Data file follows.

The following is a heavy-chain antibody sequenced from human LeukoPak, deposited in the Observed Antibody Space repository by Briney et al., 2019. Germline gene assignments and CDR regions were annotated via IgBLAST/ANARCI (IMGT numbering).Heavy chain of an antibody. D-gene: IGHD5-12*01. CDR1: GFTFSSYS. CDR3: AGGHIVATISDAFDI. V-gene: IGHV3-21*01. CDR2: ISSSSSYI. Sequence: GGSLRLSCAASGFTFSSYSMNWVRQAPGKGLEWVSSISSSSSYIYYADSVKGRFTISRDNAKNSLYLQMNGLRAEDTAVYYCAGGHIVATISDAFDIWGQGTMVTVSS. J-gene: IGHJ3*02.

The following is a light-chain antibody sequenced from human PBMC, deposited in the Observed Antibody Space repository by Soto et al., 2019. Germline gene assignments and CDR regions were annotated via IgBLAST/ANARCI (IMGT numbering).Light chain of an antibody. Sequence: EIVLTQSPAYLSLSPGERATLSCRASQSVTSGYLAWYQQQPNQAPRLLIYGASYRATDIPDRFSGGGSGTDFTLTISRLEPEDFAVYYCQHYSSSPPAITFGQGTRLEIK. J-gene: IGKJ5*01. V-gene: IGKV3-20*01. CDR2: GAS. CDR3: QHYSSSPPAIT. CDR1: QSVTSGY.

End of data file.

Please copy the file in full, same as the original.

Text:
The following is a heavy-chain antibody sequenced from human LeukoPak, deposited in the Observed Antibody Space repository by Briney et al., 2019. Germline gene assignments and CDR regions were annotated via IgBLAST/ANARCI (IMGT numbering).Heavy chain of an antibody. D-gene: IGHD5-12*01. CDR1: GFTFSSYS. CDR3: AGGHIVATISDAFDI. V-gene: IGHV3-21*01. CDR2: ISSSSSYI. Sequence: GGSLRLSCAASGFTFSSYSMNWVRQAPGKGLEWVSSISSSSSYIYYADSVKGRFTISRDNAKNSLYLQMNGLRAEDTAVYYCAGGHIVATISDAFDIWGQGTMVTVSS. J-gene: IGHJ3*02.

The following is a light-chain antibody sequenced from human PBMC, deposited in the Observed Antibody Space repository by Soto et al., 2019. Germline gene assignments and CDR regions were annotated via IgBLAST/ANARCI (IMGT numbering).Light chain of an antibody. Sequence: EIVLTQSPAYLSLSPGERATLSCRASQSVTSGYLAWYQQQPNQAPRLLIYGASYRATDIPDRFSGGGSGTDFTLTISRLEPEDFAVYYCQHYSSSPPAITFGQGTRLEIK. J-gene: IGKJ5*01. V-gene: IGKV3-20*01. CDR2: GAS. CDR3: QHYSSSPPAIT. CDR1: QSVTSGY.